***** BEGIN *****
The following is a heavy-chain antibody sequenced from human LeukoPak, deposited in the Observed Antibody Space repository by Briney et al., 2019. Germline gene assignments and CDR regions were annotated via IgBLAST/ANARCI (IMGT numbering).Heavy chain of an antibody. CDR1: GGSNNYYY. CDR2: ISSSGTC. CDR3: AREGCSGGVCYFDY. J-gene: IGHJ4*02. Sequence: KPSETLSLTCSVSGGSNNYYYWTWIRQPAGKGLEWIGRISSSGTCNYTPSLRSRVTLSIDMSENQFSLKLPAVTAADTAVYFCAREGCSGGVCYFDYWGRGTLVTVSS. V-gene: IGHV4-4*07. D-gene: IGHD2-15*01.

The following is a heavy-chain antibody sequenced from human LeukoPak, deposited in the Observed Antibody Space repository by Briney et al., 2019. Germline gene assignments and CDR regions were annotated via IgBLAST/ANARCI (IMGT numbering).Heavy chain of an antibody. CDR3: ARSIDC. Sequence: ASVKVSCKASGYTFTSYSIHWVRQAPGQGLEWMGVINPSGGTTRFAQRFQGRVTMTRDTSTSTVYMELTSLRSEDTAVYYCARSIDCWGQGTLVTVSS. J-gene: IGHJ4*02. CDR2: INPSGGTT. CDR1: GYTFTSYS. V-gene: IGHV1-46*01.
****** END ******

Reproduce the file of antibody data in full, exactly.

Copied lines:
The following is a heavy-chain antibody sequenced from human LeukoPak, deposited in the Observed Antibody Space repository by Briney et al., 2019. Germline gene assignments and CDR regions were annotated via IgBLAST/ANARCI (IMGT numbering).Heavy chain of an antibody. CDR1: GGSNNYYY. CDR2: ISSSGTC. CDR3: AREGCSGGVCYFDY. J-gene: IGHJ4*02. Sequence: KPSETLSLTCSVSGGSNNYYYWTWIRQPAGKGLEWIGRISSSGTCNYTPSLRSRVTLSIDMSENQFSLKLPAVTAADTAVYFCAREGCSGGVCYFDYWGRGTLVTVSS. V-gene: IGHV4-4*07. D-gene: IGHD2-15*01.

The following is a heavy-chain antibody sequenced from human LeukoPak, deposited in the Observed Antibody Space repository by Briney et al., 2019. Germline gene assignments and CDR regions were annotated via IgBLAST/ANARCI (IMGT numbering).Heavy chain of an antibody. CDR3: ARSIDC. Sequence: ASVKVSCKASGYTFTSYSIHWVRQAPGQGLEWMGVINPSGGTTRFAQRFQGRVTMTRDTSTSTVYMELTSLRSEDTAVYYCARSIDCWGQGTLVTVSS. J-gene: IGHJ4*02. CDR2: INPSGGTT. CDR1: GYTFTSYS. V-gene: IGHV1-46*01.